Wednesday, June 20, 2007

"Picked up" vs "Seized" ... What a Difference a Verb Makes

The controversial May 13: Declassified Documents on the Malaysian Riots of 1969, by Dr Kua Kia Soong has not been banned says the Ministry of Internal Security, and won't be. According to yesterday's Star:
The Internal Security Ministry allows it to be in the market, as its contents do not jeopardise national security.

Prime Minister Datuk Seri Abdullah Ahmad Badawi, who heads the ministry, said it had studied the contents of the book and decided that it should not be subjected to a restriction order under Section 7 (1) of the Printing and Publishing Act 1984.

“The police have also never confiscated or issued warnings on the book,” he said, in a written reply to Chow Kon Yeow (DAP – Tanjong) and M. Kulasegaran (DAP – Ipoh Barat).
The book, May 13: Declassified Documents on the Malaysian Riots of 1969, by academician Dr Kua Kia Soong was snapped up fast after it was launched on that date last month.

Several groups called for the book to be banned, prompting the ministry to pick up 10 copies to “study” it.

In his book, Dr Kua, who spent three months researching the documents at London’s Public Records Office, said the May 13 riots was a coup attempt against the then prime minister, Tunku Abdul Rahman, and not a racial outburst.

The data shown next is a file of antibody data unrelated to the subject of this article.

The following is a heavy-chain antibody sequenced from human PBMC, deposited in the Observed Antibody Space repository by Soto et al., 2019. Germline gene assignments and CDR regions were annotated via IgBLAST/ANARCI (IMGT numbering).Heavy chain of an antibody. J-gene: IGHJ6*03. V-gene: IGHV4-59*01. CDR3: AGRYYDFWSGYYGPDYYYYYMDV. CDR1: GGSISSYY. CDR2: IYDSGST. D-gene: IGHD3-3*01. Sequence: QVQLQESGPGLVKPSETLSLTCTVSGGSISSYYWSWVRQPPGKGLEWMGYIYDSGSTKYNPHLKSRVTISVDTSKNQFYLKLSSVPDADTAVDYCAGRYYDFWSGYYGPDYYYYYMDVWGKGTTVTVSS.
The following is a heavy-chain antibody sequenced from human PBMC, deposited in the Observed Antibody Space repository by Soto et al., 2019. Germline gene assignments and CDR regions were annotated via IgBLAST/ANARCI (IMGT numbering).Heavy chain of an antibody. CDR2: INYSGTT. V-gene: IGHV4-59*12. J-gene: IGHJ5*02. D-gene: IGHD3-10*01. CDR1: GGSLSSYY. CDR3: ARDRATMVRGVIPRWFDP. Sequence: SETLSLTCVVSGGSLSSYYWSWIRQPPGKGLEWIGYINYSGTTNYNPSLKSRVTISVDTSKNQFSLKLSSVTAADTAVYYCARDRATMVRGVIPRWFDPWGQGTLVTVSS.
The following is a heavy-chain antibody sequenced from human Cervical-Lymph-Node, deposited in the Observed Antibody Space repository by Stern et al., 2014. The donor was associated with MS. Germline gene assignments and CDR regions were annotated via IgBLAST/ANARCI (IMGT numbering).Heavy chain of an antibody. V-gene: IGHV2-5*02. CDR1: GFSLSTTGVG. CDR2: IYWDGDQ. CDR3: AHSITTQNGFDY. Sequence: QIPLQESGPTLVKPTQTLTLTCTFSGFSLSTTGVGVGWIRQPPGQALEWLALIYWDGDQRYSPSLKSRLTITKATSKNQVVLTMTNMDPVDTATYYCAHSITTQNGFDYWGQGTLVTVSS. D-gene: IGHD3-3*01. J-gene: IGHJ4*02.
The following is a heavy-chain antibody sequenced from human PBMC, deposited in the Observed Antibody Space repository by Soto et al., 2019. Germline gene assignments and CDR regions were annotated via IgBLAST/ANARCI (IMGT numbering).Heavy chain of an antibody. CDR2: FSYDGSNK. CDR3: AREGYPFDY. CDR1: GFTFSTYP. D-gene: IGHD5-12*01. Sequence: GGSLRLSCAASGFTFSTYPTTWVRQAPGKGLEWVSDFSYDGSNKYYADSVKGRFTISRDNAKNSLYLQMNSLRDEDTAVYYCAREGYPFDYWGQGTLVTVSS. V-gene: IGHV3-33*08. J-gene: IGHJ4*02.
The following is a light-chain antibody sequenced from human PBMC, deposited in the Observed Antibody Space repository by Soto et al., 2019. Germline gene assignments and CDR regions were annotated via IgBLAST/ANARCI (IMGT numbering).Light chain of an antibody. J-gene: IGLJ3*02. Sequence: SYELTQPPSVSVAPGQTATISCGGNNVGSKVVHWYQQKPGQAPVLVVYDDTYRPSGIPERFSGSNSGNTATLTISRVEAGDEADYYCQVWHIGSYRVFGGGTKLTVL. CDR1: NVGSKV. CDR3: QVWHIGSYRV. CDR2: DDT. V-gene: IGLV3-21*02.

The book is available, as several of you have dropped by to tell me, in bookshops across the city.

But the fear of it being banned was what fuelled the dramatic run on sales when the book first came out.


Chet said...

A copy of May 13 will be returning to Vancouver with my cousin. He made a surprise visit last weekend, and knowing how much he loves to read but not having the time to go and get anything, I gave him my copy of May 13. I hope it doesn't get confiscated at Customs or something.

Ted Mahsun said...

Score 1 for the good guys! Yeay!

Anonymous said...

the book aint even great. the evidence is so clumsily threaded together. and worst of all, it's badly written!


Anonymous said...

This is proof that controversy sells. It's been proven time and time again, controversy will sell a book/website regardless of content quality. Get some controversy behind it, and people will buy it just to feel that they are "sticking it to the man." Everyone wants to support the underdog :)

Also the delicious feeling you get when you think you're doing something "naughty" is probably another factor.

Who cares about content :)